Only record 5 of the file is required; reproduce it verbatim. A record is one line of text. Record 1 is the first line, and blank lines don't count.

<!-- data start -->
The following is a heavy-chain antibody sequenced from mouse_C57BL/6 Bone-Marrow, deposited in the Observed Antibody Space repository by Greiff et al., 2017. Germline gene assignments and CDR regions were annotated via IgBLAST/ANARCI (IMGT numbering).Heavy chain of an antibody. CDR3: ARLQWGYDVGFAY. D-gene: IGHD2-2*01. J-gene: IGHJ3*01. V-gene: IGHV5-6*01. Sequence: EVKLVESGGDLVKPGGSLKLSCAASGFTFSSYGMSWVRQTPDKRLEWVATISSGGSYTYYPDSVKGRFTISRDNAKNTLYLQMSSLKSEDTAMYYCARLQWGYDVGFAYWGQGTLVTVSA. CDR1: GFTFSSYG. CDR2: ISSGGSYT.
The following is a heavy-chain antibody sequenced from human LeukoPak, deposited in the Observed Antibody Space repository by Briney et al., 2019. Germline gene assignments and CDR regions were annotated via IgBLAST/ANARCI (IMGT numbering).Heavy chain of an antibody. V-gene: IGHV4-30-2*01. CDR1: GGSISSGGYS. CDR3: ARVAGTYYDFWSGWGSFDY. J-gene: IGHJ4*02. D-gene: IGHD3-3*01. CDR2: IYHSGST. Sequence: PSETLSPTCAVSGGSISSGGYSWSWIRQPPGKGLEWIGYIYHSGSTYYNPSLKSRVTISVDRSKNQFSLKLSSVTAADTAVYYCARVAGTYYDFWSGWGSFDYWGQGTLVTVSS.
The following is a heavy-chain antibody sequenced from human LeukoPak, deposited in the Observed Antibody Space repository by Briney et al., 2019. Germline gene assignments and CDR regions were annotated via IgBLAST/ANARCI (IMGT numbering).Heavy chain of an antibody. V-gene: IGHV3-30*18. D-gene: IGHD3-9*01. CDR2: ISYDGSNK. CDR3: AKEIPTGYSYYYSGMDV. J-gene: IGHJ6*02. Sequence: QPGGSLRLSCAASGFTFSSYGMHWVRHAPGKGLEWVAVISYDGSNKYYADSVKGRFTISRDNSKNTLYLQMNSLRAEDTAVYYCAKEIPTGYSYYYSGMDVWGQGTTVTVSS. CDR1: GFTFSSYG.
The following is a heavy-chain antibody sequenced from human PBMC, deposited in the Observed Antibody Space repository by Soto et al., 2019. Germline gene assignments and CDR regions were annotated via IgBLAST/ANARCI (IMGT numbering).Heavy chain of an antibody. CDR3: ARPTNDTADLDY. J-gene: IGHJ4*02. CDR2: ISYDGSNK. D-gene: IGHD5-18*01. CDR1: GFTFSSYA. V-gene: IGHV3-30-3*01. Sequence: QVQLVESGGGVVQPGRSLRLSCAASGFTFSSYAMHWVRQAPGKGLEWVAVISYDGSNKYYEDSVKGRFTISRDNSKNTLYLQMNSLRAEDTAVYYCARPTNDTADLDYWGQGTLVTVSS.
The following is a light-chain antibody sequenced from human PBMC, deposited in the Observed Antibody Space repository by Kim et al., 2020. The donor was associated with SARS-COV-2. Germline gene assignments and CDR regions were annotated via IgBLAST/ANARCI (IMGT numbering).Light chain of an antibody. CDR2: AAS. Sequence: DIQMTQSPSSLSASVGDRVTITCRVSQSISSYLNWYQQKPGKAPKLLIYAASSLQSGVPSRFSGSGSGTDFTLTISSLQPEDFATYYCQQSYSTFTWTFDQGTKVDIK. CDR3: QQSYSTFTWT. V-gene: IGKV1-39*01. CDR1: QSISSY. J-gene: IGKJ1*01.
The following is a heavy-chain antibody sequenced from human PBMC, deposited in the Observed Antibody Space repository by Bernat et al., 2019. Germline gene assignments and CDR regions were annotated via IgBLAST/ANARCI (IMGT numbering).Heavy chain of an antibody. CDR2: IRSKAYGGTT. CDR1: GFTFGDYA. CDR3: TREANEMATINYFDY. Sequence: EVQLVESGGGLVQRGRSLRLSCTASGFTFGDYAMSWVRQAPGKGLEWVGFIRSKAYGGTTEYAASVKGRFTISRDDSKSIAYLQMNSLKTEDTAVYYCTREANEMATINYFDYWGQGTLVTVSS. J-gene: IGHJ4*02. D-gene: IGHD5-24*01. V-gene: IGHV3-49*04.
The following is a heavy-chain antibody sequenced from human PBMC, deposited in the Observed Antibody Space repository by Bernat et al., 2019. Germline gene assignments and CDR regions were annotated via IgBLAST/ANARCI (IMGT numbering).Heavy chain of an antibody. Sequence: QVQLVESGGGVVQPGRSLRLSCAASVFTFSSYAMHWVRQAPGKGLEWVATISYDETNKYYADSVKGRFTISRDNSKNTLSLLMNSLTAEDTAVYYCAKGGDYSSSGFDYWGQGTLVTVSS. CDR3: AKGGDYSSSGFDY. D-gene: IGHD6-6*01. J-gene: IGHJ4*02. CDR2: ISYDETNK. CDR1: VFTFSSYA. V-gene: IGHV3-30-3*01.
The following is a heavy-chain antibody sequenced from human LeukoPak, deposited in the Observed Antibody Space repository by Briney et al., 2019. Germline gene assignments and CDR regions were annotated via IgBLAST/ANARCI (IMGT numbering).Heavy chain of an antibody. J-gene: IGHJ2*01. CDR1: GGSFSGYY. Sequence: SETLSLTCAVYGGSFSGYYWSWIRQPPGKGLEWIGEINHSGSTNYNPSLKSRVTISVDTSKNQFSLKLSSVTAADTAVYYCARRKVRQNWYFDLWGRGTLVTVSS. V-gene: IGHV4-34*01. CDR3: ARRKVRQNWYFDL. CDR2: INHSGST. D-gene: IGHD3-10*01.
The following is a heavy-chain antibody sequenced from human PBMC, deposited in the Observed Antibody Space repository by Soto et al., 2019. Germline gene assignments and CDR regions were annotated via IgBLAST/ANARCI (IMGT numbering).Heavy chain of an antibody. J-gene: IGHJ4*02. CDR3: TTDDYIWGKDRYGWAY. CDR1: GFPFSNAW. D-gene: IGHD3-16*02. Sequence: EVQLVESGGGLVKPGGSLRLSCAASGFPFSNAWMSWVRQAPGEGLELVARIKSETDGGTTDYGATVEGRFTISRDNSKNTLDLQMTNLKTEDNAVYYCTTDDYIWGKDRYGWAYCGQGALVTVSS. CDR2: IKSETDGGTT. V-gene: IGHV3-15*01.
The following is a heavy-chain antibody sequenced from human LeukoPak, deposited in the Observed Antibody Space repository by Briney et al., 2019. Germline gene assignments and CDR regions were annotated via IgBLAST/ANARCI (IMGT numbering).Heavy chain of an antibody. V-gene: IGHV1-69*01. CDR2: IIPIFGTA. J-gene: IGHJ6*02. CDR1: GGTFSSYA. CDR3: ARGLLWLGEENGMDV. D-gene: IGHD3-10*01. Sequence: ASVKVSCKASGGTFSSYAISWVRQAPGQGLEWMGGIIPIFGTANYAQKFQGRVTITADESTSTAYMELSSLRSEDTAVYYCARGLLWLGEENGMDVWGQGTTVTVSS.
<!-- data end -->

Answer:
The following is a light-chain antibody sequenced from human PBMC, deposited in the Observed Antibody Space repository by Kim et al., 2020. The donor was associated with SARS-COV-2. Germline gene assignments and CDR regions were annotated via IgBLAST/ANARCI (IMGT numbering).Light chain of an antibody. CDR2: AAS. Sequence: DIQMTQSPSSLSASVGDRVTITCRVSQSISSYLNWYQQKPGKAPKLLIYAASSLQSGVPSRFSGSGSGTDFTLTISSLQPEDFATYYCQQSYSTFTWTFDQGTKVDIK. CDR3: QQSYSTFTWT. V-gene: IGKV1-39*01. CDR1: QSISSY. J-gene: IGKJ1*01.